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What determines how often you should measure customer experience?

Periodic customer measurements (strategic) or high-frequency measurements (operational) – which is really best? As always, it is the purpose that determines the type of decisions and actions you want to be able to take based on the results. Business plan and strategy work is carried out periodically, and this requires fact-based decision-making that reduces the risk of investment being made in the “wrong” measures. In this work, the entire customer relationship needs to take place and that the underlying driving forces are calculated as a basis for future priorities.

A strategic, usually annual, measurement and analysis such as:

  • Measures the entire overall relationship (doesn’t need to be too detailed but describe a whole of your offer and service)
  • Creates stability and gives results to follow over time
  • Provides basis for predicting future intentions and behaviour
  • Balances effects/development related to each other
  • Contributes to good strategic support and prioritization basis

The annual prioritization documents can be supplemented with periodic, shorter follow-ups. This follow-up can be done, for example, on a quarterly or quarterly basis, to follow up on how strategically prioritized areas are developing and/or as feedback on how individual efforts or how changes in the environment affect customers.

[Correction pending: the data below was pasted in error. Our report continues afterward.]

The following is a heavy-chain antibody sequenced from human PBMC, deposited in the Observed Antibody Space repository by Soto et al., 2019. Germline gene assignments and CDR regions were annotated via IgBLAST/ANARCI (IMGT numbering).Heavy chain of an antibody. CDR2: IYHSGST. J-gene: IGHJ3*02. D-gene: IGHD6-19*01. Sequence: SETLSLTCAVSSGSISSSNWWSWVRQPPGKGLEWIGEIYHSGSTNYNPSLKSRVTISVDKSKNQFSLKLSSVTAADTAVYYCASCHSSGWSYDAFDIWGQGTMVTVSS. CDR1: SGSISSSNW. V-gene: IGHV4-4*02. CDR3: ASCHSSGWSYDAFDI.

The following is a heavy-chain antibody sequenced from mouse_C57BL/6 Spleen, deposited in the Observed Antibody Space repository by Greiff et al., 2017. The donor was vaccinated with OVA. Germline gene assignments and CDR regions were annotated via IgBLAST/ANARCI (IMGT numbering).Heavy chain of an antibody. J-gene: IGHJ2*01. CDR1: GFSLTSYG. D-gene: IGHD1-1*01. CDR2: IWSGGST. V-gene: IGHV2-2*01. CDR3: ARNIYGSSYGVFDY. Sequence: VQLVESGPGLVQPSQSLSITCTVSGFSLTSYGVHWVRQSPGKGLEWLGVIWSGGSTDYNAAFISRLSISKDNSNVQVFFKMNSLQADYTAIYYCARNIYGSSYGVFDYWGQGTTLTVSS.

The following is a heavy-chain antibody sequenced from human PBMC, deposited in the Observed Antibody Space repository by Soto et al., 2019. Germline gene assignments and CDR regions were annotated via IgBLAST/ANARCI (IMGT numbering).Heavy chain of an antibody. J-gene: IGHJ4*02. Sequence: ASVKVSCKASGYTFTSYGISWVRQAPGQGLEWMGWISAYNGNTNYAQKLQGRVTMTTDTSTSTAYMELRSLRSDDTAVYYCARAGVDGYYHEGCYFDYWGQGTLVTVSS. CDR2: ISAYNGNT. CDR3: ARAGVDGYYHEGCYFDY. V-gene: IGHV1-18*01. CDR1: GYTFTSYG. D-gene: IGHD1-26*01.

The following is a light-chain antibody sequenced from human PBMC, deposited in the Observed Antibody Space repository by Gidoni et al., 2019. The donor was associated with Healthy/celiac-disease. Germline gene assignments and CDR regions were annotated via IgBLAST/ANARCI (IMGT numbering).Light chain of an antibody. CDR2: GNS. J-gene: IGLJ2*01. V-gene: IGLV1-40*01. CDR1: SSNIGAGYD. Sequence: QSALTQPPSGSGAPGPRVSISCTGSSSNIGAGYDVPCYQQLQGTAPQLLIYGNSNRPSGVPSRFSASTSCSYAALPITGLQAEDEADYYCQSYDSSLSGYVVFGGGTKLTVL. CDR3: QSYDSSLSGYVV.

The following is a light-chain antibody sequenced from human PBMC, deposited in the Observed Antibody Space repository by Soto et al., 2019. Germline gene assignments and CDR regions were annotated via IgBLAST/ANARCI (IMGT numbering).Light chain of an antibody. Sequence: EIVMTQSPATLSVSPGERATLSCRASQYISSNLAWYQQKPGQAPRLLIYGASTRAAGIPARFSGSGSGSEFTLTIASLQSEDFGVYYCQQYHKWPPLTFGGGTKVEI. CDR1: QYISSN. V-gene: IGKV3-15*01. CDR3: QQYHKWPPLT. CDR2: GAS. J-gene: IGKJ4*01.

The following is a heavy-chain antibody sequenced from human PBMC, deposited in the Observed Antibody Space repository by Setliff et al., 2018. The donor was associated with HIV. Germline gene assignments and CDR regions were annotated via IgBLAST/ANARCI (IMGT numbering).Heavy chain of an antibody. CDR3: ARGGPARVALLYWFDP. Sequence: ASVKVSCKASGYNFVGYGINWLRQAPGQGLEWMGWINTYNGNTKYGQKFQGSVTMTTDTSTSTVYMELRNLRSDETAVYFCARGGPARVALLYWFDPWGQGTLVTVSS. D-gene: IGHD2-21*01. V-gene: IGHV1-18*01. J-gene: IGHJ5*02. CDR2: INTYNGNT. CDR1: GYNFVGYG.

High-frequency measurements, often linked to a purchase, a call or customer meeting, measure a single event or period of time. The customer then responds based on the experience there and then. This gives the opportunity to fine-tune and make changes in the daily/operational work more or less in real time.

These “transaction metrics” are usually measured with very high frequency such as:

  • Measures individual event/time period
  • Quickly captures impact of initiatives and process improvements
  • Is more volatile than when measuring the entire relationship
  • Is sensitive to “soft” factors such as service/staff and less sensitive to more actual factors such as product
  • Provides good operational support for fine-tuning the daily work

The measurements will most likely deliver different results due to the fact that the customer experience is captured at different times, in different ways and that the customer responds in different mindsets.

The results from the two different types of measurement should be used for different things – strategic business planning and operational improvement work.

The opposition to a comprehensive strategic measurement (which should describe the customer relationship in its entirety) is often that it requires a slightly greater effort from the customer who should contribute with their experiences, i.e. it is often thought that the response rate may suffer. Here, an elaborate strategy to create commitment and promote a high level of participation is central.

High-frequency operational measurements, with the same question, on the other hand, run the risk of coming so often that the customer gets tired and that the response rate suffers in the long term. Here, it is important to think through quarantine rules and evaluate participation over time. In the long term, it is the overall relationship that is decisive, so should you invest in a type of measurement, I recommend a strategic, periodic, measurement that creates a clear direction forward.

If you have any questions, you are always welcome to get in touch!

Petra Wiik

Petra Wiik

Senior Consultant

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